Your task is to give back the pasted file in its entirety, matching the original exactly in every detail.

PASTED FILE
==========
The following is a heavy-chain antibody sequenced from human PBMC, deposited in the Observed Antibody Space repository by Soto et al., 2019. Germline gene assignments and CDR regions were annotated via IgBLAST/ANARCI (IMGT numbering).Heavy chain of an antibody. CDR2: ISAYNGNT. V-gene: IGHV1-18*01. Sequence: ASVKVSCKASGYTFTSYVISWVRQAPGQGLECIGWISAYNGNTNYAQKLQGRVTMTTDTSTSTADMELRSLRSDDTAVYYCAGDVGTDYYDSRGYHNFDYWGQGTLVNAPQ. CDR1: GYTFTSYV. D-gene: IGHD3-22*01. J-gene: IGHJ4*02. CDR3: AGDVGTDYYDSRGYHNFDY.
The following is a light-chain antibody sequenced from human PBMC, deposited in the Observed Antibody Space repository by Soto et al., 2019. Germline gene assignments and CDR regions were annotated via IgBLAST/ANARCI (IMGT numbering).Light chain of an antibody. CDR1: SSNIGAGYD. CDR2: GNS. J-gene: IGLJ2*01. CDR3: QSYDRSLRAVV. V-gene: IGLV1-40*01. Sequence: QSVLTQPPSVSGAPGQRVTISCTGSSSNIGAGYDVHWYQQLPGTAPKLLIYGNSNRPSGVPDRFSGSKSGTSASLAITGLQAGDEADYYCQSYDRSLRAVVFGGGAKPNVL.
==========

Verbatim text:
The following is a heavy-chain antibody sequenced from human PBMC, deposited in the Observed Antibody Space repository by Soto et al., 2019. Germline gene assignments and CDR regions were annotated via IgBLAST/ANARCI (IMGT numbering).Heavy chain of an antibody. CDR2: ISAYNGNT. V-gene: IGHV1-18*01. Sequence: ASVKVSCKASGYTFTSYVISWVRQAPGQGLECIGWISAYNGNTNYAQKLQGRVTMTTDTSTSTADMELRSLRSDDTAVYYCAGDVGTDYYDSRGYHNFDYWGQGTLVNAPQ. CDR1: GYTFTSYV. D-gene: IGHD3-22*01. J-gene: IGHJ4*02. CDR3: AGDVGTDYYDSRGYHNFDY.
The following is a light-chain antibody sequenced from human PBMC, deposited in the Observed Antibody Space repository by Soto et al., 2019. Germline gene assignments and CDR regions were annotated via IgBLAST/ANARCI (IMGT numbering).Light chain of an antibody. CDR1: SSNIGAGYD. CDR2: GNS. J-gene: IGLJ2*01. CDR3: QSYDRSLRAVV. V-gene: IGLV1-40*01. Sequence: QSVLTQPPSVSGAPGQRVTISCTGSSSNIGAGYDVHWYQQLPGTAPKLLIYGNSNRPSGVPDRFSGSKSGTSASLAITGLQAGDEADYYCQSYDRSLRAVVFGGGAKPNVL.